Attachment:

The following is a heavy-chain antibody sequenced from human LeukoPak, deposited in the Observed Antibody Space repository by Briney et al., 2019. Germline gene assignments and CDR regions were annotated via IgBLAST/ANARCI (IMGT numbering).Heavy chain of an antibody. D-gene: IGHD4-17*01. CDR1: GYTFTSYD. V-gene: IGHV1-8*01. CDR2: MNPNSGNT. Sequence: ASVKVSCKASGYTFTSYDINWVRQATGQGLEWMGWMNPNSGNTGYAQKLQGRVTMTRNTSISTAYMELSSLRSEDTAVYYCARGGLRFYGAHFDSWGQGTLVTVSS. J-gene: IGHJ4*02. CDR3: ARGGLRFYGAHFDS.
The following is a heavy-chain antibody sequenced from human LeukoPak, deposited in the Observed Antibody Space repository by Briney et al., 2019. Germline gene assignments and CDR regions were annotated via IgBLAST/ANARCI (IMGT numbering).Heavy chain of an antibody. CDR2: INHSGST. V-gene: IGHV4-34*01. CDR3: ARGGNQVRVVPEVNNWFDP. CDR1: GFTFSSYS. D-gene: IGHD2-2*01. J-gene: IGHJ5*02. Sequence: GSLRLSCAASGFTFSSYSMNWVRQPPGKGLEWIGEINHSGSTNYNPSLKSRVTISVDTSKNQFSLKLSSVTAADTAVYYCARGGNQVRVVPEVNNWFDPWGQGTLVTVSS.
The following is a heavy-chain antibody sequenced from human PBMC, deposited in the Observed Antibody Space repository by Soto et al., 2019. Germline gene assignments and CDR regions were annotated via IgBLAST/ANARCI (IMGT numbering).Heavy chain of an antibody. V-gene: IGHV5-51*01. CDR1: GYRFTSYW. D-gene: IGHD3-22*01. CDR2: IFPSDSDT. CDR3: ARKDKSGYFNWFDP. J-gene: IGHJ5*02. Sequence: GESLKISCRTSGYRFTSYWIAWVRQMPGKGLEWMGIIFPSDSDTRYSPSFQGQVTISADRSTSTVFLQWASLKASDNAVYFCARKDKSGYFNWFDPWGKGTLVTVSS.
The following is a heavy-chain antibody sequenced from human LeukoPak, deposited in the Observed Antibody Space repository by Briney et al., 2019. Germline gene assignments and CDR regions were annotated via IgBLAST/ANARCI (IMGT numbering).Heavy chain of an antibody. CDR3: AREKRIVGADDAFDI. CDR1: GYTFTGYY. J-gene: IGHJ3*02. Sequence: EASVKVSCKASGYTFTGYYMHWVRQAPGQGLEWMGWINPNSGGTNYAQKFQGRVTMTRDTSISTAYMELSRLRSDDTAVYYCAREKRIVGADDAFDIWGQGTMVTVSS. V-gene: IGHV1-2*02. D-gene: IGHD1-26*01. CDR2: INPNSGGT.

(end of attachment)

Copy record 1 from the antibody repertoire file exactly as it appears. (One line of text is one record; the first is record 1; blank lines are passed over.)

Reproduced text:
The following is a heavy-chain antibody sequenced from human LeukoPak, deposited in the Observed Antibody Space repository by Briney et al., 2019. Germline gene assignments and CDR regions were annotated via IgBLAST/ANARCI (IMGT numbering).Heavy chain of an antibody. D-gene: IGHD4-17*01. CDR1: GYTFTSYD. V-gene: IGHV1-8*01. CDR2: MNPNSGNT. Sequence: ASVKVSCKASGYTFTSYDINWVRQATGQGLEWMGWMNPNSGNTGYAQKLQGRVTMTRNTSISTAYMELSSLRSEDTAVYYCARGGLRFYGAHFDSWGQGTLVTVSS. J-gene: IGHJ4*02. CDR3: ARGGLRFYGAHFDS.